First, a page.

Chungshan Hall under the perspective of cultural value

It is true that cultural value itself is hard to be examined, and in order to raise profile to public for discussion and bringing up ideas, helping to connect individual with community to view culture as “public goods". Particularly, issues such as cultural heritages or similar topics can make up a field for communication and discussion. Cultural economist David Throsby delineates six different types including aesthetic value, spiritual value, social value, historical value, symbolic value and authenticity value to arouse attention and discussion for cultural value. With these six dimensions, how do we examine the entire cultural value of Yangmingshan Chungshan Hall?

From the aspect of aesthetic value, this building has its historical value and has witnessed the process of Chinese architecture modernization. However, under the period of authoritarian regime, classic Chinese palatial architecture implies a certain kind of imperialism to represent the “Chinese cultural revitalization", fighting against Cultural Revolution at that time. How do we treat these symbols and ideologies? In terms of spiritual value, the water source of Yangmingshan hot spring, where Chungshan Hall is located, have always been speculated as a Feng-Shui treasure-land for an emperor; also, Yangmingshan was just like a backyard garden of Chiang’s family in their reign. Compared to Chungshan Hall, which had been long controlled by Ministry of National Defense, the spirit of Yangmingshan National Park can more easily arouse spiritual identity of Taiwanese citizens.

National Assembly in Chungshan Hall (photo credit: Chungshan Hall official website)


From the perspective of society, Chungshan Hall was proud of itself as a place used by National Assembly, symbolizing the greatness of people sovereignty. However, public can easily feel alienated from its classic palatial style, not to mention that it still preserves an area that used to be private to Chiang Kai-Shek and Song Mei-Ling which are still not opened to people to this day. It is such an ironic icon towards direct democracy in Taiwan. Taking perspective from historical level, the monumental value comes from opposition movement. As a place for protests gatherings for a certain issue after breaking through the security cordon, or the building of those who attended meetings after actively campaigning for delegate to the National Assembly in order to reform the system, these are the crucial moments for the development of present democracy. If one really wants to concentrate on the history of Chungshan Hall, these past events and stories are actually the ones with true value in our history. From the above discussions, what does this great building printed on the NTD$100 bill represent to us in an abstract-symbolic dimension? Or just because it has a similar grandeur of Chiang Kai-Shek Memorial Hall, Chungshan Hall can simply be claimed its value and needs no verification by means of cultural heritages registration system?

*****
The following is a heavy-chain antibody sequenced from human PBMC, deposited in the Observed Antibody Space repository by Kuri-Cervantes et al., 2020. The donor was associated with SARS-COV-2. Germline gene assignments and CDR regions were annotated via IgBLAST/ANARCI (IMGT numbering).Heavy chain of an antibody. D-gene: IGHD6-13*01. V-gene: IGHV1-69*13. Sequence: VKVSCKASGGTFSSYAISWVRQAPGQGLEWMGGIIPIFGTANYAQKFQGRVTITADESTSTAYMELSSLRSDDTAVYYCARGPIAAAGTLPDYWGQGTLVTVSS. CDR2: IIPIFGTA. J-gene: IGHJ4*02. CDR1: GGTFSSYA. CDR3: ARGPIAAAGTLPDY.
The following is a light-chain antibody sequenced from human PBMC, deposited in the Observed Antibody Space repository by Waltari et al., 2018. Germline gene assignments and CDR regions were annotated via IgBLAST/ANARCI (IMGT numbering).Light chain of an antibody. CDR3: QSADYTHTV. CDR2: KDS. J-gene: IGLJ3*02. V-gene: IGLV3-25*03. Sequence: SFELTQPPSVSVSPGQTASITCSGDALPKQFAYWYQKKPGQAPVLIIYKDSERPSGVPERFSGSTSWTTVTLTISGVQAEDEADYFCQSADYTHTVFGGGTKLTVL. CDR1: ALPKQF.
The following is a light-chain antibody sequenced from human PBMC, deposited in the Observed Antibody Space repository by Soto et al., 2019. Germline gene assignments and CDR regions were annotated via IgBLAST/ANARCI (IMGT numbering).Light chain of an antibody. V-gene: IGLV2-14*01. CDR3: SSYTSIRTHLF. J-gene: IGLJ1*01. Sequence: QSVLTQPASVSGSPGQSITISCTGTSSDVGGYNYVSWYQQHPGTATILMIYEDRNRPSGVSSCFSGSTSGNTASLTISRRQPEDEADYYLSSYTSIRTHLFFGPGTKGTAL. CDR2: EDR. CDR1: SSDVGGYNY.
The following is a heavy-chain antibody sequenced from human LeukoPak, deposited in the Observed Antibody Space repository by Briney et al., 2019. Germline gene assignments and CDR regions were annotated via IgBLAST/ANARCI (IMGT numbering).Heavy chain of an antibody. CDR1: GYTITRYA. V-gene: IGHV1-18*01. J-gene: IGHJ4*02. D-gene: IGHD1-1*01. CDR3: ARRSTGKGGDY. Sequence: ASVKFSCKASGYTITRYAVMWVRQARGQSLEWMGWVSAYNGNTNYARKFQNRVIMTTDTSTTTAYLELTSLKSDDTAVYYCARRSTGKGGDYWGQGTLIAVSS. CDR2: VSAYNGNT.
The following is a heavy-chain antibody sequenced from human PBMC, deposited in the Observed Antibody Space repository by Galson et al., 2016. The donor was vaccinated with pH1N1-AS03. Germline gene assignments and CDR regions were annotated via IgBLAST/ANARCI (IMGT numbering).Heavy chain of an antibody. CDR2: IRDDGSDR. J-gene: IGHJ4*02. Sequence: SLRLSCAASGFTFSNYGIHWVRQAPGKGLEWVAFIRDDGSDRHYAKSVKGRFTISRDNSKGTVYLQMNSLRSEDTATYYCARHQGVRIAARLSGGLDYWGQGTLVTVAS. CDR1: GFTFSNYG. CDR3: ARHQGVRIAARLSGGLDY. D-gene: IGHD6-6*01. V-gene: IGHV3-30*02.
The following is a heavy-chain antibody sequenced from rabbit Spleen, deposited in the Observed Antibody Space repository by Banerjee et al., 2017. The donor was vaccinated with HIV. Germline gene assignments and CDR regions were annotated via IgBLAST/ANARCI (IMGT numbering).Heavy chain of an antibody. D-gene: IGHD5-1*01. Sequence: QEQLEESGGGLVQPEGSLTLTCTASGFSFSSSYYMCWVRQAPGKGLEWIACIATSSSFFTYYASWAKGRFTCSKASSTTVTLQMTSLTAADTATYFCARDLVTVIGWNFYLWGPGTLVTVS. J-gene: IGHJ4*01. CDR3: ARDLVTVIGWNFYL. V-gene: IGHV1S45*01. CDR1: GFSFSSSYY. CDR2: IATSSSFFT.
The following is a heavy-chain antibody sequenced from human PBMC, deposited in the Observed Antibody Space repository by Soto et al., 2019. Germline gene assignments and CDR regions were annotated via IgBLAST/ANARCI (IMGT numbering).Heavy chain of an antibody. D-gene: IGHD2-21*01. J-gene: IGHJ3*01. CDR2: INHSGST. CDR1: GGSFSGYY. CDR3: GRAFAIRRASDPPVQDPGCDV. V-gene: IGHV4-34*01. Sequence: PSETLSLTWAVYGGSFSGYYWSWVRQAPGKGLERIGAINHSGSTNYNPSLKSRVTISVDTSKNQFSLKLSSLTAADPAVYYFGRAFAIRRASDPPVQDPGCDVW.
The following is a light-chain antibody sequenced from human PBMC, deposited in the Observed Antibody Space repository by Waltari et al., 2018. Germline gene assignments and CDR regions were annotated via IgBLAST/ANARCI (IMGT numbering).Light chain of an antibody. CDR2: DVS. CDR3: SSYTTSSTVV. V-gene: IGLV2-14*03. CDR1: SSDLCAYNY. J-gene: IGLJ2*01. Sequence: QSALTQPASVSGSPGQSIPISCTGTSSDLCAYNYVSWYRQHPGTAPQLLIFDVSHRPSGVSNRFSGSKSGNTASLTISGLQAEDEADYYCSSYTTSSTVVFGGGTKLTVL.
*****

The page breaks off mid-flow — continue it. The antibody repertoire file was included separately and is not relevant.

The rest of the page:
Chungshan Hall is printed on the NTD$100 bill (photo credit: Chungshan Hall Facebook fanpage)


Last but not least, in the point of authenticity value, this building definitely is an impossible achievement regarding the poor quality of construction engineering in that time, but perhaps no one has ever mentioned the cost of Chungshan Hall is NTD$ 200 million equivalent to the luxury pulic construction costing about NTD$ 19.3 billion today based on the level of national income. Among them are many cultural goods of wood, stone, jade and pottery; moreover, plenty of rare painting and calligraphy from famous artist including Ji Kang, Huang Jun-Bi, Zeng Hou-xi, Ou Hao-Nian, Wang Zhuang-Wei, Lin Yu-Shan and Jiang Zhao-Shen etc. are all collected in Chungshan Hall. There are 20 pieces of them are classified as valuable museum collection after evaluated by experts. Besides, according to researchers’ inference, many cultural goods in Chungshan Hall were introduced by Song Mei-Ling. However, even those collections do have their artistic value, but when they are placed in this historical site, there is a grey area of how we view and understand their values and preserve them well?

Chungshan Hall living room with Ji Kang’s artwork (photo credit: Chungshan Hall official website)


The chain of ideology and reconsideration of cultural value

The operating team now focuses on the architecture itself and the cultural goods inside, fully representing their passion and emphasis. But the members can only get the appropriation of digital archive from Ministry of Science and Technology to precede the plan of digitization and imitation. In the short term, even though these cultural goods are masterpieces of the time with certain value and reputation, they are facing the challenge and difficulties in presentation while they are connect with ideology and aesthetics of governor in authoritarian regime.

Yangmingshan Chungshan Hall is listed in Docomomo International as a representative work of Taiwan modernism architecture for its outstanding construction operation. It also witnesses the postwar development of constitutional and political system in Taiwan. Yet, just like other Asian countries, we also encounter the process of decolonization and democratization after World War II along with the inevitable trend of political liberation movement. Obviously, we still have a long way to go in challenging present ideology and reconsidering the cultural value beyond the transitional justice in cultural heritage preservation and museum management.